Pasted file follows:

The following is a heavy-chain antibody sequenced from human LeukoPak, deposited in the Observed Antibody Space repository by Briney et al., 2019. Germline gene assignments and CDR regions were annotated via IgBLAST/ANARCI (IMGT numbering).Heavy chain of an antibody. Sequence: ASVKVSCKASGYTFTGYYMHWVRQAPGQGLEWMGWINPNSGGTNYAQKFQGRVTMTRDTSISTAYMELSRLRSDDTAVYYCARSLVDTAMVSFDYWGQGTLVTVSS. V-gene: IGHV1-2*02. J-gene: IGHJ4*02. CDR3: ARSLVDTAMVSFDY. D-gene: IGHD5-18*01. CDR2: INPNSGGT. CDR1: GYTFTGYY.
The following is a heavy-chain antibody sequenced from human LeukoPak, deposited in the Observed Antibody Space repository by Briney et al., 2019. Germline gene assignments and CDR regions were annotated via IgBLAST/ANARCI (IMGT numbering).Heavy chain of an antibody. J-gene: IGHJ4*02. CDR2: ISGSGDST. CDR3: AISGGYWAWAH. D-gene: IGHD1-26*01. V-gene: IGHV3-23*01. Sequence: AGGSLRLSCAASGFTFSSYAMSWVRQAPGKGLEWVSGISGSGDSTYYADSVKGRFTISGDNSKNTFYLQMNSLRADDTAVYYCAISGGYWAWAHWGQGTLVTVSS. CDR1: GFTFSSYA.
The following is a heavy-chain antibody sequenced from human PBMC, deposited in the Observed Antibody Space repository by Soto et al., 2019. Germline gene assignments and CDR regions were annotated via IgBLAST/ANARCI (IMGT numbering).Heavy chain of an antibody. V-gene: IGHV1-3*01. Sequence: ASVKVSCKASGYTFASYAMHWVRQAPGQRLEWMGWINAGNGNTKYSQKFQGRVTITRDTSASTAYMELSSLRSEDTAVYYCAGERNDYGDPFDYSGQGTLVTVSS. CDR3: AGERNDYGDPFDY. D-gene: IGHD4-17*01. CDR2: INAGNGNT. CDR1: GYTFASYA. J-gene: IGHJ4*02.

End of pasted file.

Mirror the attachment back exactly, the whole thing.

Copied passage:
The following is a heavy-chain antibody sequenced from human LeukoPak, deposited in the Observed Antibody Space repository by Briney et al., 2019. Germline gene assignments and CDR regions were annotated via IgBLAST/ANARCI (IMGT numbering).Heavy chain of an antibody. Sequence: ASVKVSCKASGYTFTGYYMHWVRQAPGQGLEWMGWINPNSGGTNYAQKFQGRVTMTRDTSISTAYMELSRLRSDDTAVYYCARSLVDTAMVSFDYWGQGTLVTVSS. V-gene: IGHV1-2*02. J-gene: IGHJ4*02. CDR3: ARSLVDTAMVSFDY. D-gene: IGHD5-18*01. CDR2: INPNSGGT. CDR1: GYTFTGYY.
The following is a heavy-chain antibody sequenced from human LeukoPak, deposited in the Observed Antibody Space repository by Briney et al., 2019. Germline gene assignments and CDR regions were annotated via IgBLAST/ANARCI (IMGT numbering).Heavy chain of an antibody. J-gene: IGHJ4*02. CDR2: ISGSGDST. CDR3: AISGGYWAWAH. D-gene: IGHD1-26*01. V-gene: IGHV3-23*01. Sequence: AGGSLRLSCAASGFTFSSYAMSWVRQAPGKGLEWVSGISGSGDSTYYADSVKGRFTISGDNSKNTFYLQMNSLRADDTAVYYCAISGGYWAWAHWGQGTLVTVSS. CDR1: GFTFSSYA.
The following is a heavy-chain antibody sequenced from human PBMC, deposited in the Observed Antibody Space repository by Soto et al., 2019. Germline gene assignments and CDR regions were annotated via IgBLAST/ANARCI (IMGT numbering).Heavy chain of an antibody. V-gene: IGHV1-3*01. Sequence: ASVKVSCKASGYTFASYAMHWVRQAPGQRLEWMGWINAGNGNTKYSQKFQGRVTITRDTSASTAYMELSSLRSEDTAVYYCAGERNDYGDPFDYSGQGTLVTVSS. CDR3: AGERNDYGDPFDY. D-gene: IGHD4-17*01. CDR2: INAGNGNT. CDR1: GYTFASYA. J-gene: IGHJ4*02.